The Royal Australasian College of Physicians (RACP) is calling on the Federal Government to commit to secure, long-term funding to improve the availability and delivery of palliative and end-of-life care services.
“It is crucial that adequate resources are allocated towards supporting patients wishing to die at home, in a hospice or in a residential aged care facility,” RACP President Dr Catherine Yelland said.
“We call on the Federal Government to commit to secure, long-term funding to improve palliative and end-of-life care services.”
As outlined in the RACP’s pre-budget submission
, it is widely acknowledged that too often, end-of-life care is not meeting the needs of patients and their loved ones.
“If patients nearing the end of life are not identified and their needs and wishes are not respected, inappropriate and even harmful investigations and treatments may be provided in the last weeks, days or even hours of life,” explained Dr Yelland.
“To ensure sustained improvement in end-of-life care, it is imperative that all state and territory governments endorse palliative care and end-of-life care as a key priority for the Council of Australian Governments Health Council agenda.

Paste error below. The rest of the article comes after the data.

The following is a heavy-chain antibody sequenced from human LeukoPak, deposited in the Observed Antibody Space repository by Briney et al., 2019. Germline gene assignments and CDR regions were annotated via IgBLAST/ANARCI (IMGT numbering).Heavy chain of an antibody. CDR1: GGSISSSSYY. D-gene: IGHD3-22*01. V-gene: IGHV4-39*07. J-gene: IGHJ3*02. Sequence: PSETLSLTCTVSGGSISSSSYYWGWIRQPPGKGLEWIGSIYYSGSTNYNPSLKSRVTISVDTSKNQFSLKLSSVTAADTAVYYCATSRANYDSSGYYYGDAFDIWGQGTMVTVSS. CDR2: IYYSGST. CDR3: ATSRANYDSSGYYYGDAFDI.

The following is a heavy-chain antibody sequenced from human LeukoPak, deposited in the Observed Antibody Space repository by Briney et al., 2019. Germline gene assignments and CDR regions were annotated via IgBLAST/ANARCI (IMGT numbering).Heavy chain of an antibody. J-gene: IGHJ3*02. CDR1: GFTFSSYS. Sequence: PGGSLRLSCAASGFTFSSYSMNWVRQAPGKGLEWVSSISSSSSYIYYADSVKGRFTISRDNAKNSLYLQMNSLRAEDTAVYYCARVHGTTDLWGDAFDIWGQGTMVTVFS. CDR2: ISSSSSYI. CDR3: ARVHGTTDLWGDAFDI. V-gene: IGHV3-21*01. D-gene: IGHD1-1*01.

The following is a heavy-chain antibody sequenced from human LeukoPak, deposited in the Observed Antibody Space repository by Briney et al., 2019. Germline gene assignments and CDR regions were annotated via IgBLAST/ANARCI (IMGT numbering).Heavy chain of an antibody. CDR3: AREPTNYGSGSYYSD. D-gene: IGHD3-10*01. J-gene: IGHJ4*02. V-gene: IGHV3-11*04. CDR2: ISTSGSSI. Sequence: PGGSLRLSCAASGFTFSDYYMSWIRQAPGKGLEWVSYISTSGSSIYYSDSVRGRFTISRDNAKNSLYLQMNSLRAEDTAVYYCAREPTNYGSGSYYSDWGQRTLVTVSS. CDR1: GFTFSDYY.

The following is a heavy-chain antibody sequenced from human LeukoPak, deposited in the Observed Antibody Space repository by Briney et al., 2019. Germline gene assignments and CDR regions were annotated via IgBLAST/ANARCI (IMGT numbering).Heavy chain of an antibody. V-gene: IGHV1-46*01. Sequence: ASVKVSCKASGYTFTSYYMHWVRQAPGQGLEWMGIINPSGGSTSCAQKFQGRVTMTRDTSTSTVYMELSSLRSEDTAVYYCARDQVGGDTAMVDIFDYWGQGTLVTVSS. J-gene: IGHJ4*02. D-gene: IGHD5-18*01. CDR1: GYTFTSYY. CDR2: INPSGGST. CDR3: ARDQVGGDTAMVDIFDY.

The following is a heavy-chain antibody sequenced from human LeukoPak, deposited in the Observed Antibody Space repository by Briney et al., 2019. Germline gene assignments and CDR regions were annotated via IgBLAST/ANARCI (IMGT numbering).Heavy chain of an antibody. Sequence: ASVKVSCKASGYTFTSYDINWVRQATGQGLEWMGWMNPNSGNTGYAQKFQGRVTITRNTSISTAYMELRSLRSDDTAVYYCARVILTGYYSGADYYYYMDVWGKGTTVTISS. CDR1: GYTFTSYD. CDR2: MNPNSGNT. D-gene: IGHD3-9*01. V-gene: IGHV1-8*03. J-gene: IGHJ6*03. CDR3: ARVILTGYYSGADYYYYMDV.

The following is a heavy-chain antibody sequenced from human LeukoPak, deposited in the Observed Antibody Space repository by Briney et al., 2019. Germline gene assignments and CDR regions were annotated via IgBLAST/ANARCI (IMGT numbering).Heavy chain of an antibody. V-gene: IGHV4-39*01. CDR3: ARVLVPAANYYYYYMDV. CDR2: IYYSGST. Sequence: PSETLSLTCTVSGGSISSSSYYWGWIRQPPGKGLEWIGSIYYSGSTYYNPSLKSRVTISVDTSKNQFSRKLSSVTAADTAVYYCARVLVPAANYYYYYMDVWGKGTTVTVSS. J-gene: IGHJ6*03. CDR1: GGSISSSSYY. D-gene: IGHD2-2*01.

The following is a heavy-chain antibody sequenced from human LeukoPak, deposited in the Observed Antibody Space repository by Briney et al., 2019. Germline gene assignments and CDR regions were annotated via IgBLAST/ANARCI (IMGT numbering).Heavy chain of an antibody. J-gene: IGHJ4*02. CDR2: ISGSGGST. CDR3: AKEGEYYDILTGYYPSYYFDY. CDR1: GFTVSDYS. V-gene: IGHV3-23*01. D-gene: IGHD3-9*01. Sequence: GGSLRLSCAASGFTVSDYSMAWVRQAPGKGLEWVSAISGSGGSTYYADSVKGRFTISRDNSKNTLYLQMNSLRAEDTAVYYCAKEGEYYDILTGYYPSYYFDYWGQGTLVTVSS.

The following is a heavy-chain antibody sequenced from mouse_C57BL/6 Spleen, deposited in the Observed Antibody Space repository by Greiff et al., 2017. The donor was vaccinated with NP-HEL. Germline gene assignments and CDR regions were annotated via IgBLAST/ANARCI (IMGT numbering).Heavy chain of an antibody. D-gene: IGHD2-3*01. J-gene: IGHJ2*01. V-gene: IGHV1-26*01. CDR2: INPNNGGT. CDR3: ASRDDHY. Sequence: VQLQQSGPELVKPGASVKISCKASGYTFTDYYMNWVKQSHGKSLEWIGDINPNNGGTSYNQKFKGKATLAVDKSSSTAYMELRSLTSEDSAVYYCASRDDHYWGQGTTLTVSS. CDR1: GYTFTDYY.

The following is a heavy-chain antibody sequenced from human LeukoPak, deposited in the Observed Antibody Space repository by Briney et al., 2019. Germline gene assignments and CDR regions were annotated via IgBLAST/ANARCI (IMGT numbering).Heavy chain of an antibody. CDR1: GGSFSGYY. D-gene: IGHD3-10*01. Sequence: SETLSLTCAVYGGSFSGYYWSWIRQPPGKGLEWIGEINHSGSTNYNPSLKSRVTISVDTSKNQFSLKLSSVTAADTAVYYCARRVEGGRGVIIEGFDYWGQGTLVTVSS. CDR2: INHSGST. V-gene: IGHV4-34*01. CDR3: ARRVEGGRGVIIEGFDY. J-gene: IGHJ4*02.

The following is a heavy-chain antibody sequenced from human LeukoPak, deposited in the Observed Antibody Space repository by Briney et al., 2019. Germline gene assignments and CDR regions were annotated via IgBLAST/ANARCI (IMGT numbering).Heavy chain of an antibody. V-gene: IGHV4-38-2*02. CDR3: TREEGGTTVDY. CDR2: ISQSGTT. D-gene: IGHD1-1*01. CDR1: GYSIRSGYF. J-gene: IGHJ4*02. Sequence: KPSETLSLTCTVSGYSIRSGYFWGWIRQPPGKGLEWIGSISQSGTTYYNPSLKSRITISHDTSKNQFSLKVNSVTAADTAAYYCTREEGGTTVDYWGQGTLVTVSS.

“We want the government to support the development of models of care that improve the provision of palliative care services in non-hospital settings, ensuring that aged care facilities are equipped to provide the high levels of care required by residents at the end of their lives.”
The submission also highlights the need for non-cancer services in hospitals and in non-hospital settings such as residential aged care facilities, as well as in rural and remote communities.
Recent funding has been allocated to palliative care through the National Specialist Palliative Care and Advance Care Planning Advisory Services project, the Greater Choice for At Home Palliative Care Measure and the new funding allocated to the National Palliative Care Projects grants initiative.
The RACP recognises these important contributions of national palliative care projects but said more needs to be done.
“We welcome the recent funding, these measures will help to greatly improve quality, coordination and access to palliative care. However, we need the Federal Government to commit to secure, long-term funding to facilitate further progress and ensure that national palliative care initiatives continue in the future,” said Dr Yelland.